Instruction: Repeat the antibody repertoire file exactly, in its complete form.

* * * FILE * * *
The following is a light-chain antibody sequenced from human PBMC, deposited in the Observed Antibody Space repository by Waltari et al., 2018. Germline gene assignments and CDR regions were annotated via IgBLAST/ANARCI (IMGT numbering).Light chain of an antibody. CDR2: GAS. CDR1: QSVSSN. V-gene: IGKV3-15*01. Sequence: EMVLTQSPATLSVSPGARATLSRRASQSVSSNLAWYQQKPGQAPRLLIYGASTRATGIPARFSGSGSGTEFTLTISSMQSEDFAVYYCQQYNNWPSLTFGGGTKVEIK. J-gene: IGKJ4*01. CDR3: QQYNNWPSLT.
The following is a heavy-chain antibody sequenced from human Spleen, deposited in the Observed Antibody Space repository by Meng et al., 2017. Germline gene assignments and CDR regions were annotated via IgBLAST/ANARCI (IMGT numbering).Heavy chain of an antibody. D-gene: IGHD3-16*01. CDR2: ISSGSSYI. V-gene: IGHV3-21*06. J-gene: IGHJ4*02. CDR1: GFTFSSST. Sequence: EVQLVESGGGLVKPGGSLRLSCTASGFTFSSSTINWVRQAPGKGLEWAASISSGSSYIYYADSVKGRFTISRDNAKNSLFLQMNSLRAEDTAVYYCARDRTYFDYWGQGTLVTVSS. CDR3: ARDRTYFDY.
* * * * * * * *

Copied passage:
The following is a light-chain antibody sequenced from human PBMC, deposited in the Observed Antibody Space repository by Waltari et al., 2018. Germline gene assignments and CDR regions were annotated via IgBLAST/ANARCI (IMGT numbering).Light chain of an antibody. CDR2: GAS. CDR1: QSVSSN. V-gene: IGKV3-15*01. Sequence: EMVLTQSPATLSVSPGARATLSRRASQSVSSNLAWYQQKPGQAPRLLIYGASTRATGIPARFSGSGSGTEFTLTISSMQSEDFAVYYCQQYNNWPSLTFGGGTKVEIK. J-gene: IGKJ4*01. CDR3: QQYNNWPSLT.
The following is a heavy-chain antibody sequenced from human Spleen, deposited in the Observed Antibody Space repository by Meng et al., 2017. Germline gene assignments and CDR regions were annotated via IgBLAST/ANARCI (IMGT numbering).Heavy chain of an antibody. D-gene: IGHD3-16*01. CDR2: ISSGSSYI. V-gene: IGHV3-21*06. J-gene: IGHJ4*02. CDR1: GFTFSSST. Sequence: EVQLVESGGGLVKPGGSLRLSCTASGFTFSSSTINWVRQAPGKGLEWAASISSGSSYIYYADSVKGRFTISRDNAKNSLFLQMNSLRAEDTAVYYCARDRTYFDYWGQGTLVTVSS. CDR3: ARDRTYFDY.